In every reflection I have to answer the question, "What you have found difficult is..." When answering this I have to be honest with myself. I can't lie, so as to make myself look like the next up and coming Einstein. In reality I usually find everything in that unit difficult at first. But as time goes on things clear up and I began to understand what the concepts are especially the more challenging ones. I force myself to reread the notes, look at the problems solved, and do extra research if needed.
This is especially good before a test, because I am reviewing not the problems and how to solve, but what to do when I am given certain information and asked to solve for a specific thing. This question allows me to ponder what I have found hard and use the reflection as a way to make it clear because I have to explain to the reader what I have not understood. This has also been a place where I remind myself of past mistakes.

Q: Why do you think it is helpful to write your reflection about what you learned in your own words rather than just summarizing the notes?
The first time I wrote a reflection, I summarized the class notes. I had a hard time figuring out how to put everything we had learned into my own words because I was trying to make it perfect. I then realized that summarizing the class notes wouldn't do any good for me or my peers who read my reflection. By writing the reflection in my own words has helped me to further understand the concepts and how they connect to the real world. The reflections help me to dig deeper into the topic and discover new ways to understand what we have learned more clearly and thoroughly.

Q: Have you seen a change in your problem-solving skills as a result of doing reflections?
My problem-solving skills have improved since I have done reflections. I think I have put more effort into understanding the material and the homework assignments. I have made my learning of the material rather than completion, a priority.


Q: You use a variety of digital tools in your projects. What motivates you to go the 'extra mile' with your creativity?
Creating a blog has helped me to learn the importance of preparation and presentation for school projects. Learning about different tools has also helped to enhance my artistic and creative capabilities.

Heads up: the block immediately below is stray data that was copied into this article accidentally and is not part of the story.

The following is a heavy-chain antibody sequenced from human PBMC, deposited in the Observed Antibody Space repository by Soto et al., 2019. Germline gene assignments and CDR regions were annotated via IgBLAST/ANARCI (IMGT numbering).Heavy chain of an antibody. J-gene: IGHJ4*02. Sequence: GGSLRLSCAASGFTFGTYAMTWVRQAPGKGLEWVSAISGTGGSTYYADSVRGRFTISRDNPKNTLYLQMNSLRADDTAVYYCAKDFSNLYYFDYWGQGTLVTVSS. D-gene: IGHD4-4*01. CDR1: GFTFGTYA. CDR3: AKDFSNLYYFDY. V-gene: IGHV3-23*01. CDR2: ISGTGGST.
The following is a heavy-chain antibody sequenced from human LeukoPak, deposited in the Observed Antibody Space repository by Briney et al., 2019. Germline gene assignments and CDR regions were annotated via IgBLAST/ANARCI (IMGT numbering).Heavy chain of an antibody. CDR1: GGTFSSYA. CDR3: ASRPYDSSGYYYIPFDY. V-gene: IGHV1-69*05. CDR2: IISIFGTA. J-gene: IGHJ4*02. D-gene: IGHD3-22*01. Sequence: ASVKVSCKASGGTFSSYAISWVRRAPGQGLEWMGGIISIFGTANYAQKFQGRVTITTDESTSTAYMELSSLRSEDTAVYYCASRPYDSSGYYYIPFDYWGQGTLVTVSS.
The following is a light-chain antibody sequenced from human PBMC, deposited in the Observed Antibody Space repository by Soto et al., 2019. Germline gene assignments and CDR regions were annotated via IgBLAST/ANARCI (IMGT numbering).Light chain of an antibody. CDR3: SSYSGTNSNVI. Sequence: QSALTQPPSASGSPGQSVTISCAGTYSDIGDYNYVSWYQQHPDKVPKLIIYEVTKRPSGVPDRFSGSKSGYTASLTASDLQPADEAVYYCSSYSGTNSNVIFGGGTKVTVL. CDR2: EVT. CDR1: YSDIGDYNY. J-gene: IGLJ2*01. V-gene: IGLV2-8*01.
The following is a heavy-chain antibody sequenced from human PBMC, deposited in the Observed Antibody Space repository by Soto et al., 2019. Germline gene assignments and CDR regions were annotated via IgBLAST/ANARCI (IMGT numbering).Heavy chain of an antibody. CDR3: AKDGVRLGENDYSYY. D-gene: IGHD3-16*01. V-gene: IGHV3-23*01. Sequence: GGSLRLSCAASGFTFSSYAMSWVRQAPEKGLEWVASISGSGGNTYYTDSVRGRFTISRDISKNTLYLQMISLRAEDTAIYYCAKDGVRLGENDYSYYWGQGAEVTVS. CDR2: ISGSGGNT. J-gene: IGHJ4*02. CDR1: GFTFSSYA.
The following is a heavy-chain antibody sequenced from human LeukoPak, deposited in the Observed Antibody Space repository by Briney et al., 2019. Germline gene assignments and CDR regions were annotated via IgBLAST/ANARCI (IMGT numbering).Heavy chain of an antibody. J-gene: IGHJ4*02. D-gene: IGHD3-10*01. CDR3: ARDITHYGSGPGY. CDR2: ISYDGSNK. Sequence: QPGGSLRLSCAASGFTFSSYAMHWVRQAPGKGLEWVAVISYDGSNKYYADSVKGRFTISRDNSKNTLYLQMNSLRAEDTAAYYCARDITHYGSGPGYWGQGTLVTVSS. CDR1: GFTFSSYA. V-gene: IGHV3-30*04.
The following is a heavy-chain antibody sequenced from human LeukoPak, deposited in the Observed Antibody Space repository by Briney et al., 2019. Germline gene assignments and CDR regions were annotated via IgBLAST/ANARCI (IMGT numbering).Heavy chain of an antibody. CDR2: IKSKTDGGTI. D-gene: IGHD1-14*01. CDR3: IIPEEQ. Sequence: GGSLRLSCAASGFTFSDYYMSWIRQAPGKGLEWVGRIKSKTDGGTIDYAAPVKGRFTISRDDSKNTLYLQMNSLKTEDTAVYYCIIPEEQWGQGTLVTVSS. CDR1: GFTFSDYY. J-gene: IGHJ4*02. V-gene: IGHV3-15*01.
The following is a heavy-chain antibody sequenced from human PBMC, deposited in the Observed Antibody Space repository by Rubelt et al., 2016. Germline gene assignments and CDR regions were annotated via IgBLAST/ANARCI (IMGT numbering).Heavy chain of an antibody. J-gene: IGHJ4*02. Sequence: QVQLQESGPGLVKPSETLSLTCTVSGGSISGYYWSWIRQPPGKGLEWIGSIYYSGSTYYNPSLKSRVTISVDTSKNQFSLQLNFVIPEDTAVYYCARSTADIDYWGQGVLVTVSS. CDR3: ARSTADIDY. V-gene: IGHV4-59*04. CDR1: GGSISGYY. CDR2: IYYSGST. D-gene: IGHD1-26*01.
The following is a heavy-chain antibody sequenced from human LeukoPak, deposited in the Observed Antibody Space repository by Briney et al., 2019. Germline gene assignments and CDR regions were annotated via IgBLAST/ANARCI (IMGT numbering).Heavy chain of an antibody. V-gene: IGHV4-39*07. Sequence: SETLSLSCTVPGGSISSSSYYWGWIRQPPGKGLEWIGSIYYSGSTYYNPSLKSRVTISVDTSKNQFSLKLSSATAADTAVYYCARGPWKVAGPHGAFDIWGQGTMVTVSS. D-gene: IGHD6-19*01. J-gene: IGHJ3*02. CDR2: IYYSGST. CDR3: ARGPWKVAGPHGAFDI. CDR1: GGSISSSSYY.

By going the extra mile, I reach my potential with my creativity as well as my learning experience.
Pushing myself as far as I can go sets a good example for my peers as well as helping me create an awesome finished product.
I like the freedom of choosing my own tool over being told with specific guidelines what to use in a certain project. By having freedom, I can express my own individual creativity instead of the mandatory class guidelines which can often be bland and uninteresting.
Experiencing and learning with these tools, helps me by developing a diverse knowledge of how I can create the best possible project in any class with the help of online digital tools.

Q: Here are three questions for you: What sparks your interest in science, why do you think having 'open-ended' projects is better than 'assigned topics' and why do you think using digital tools is relevant to your learning?
Having grown up in a family that is very math and science oriented (both of my parents are engineers), I have always been interested in those fields of study (math and science) and have always tried to expand my knowledge as much as possible.
For me, being able to peruse personal interests within school activities is an amazing opportunity.
Having "open-ended" projects are better then "assigned topics" because they let a student relate a topic that is currently studied in a class to anything a student wants, whether it be a random connection that the student makes or a connection to something that they have learned about for a long time and have great interest in. Letting students make connections like these, at least for me, makes the whole process more interesting and enticing and can let a student truly understand the subject, not just memorize the facts.
For me, the use of digital tools is a great way to do projects because it promotes three different traits of learning: it promotes and develops computer skills, lets a student express a topic that is being studied, and also lets a student use their artistic side to design something. Whether it be a "Prezi," "Glogster," "Extranormal," or any other medium, letting the brain multitask seems to make the whole process more enjoyable and boost the whole learning experience.


Q: You did a great project about skateboarding. If it had been a regular project perhaps you would have gotten a bad grade, however, you had the opportunity to redo your project by revising your model. Explain why having people write comments on your blog was helpful.
A feature of blogs that I find the most helpful is the ability to write and receive comments. We do this on a regular basis by writing on our peers blogs.
For our last project, our class got involved in global collaboration with other schools in Texas, Arkansas and Hong Kong. Each student in the class had 4 high school senior partners that wrote constructive comments in our blogs.
I had a great experience with my project since I had the opportunity not only to improve my skateboard project but to learn first hand how real science is done.
Blog posting before and blog posting after

Student produced and directed. Credits at the end of the video. Enjoy!

Attribution keys photo: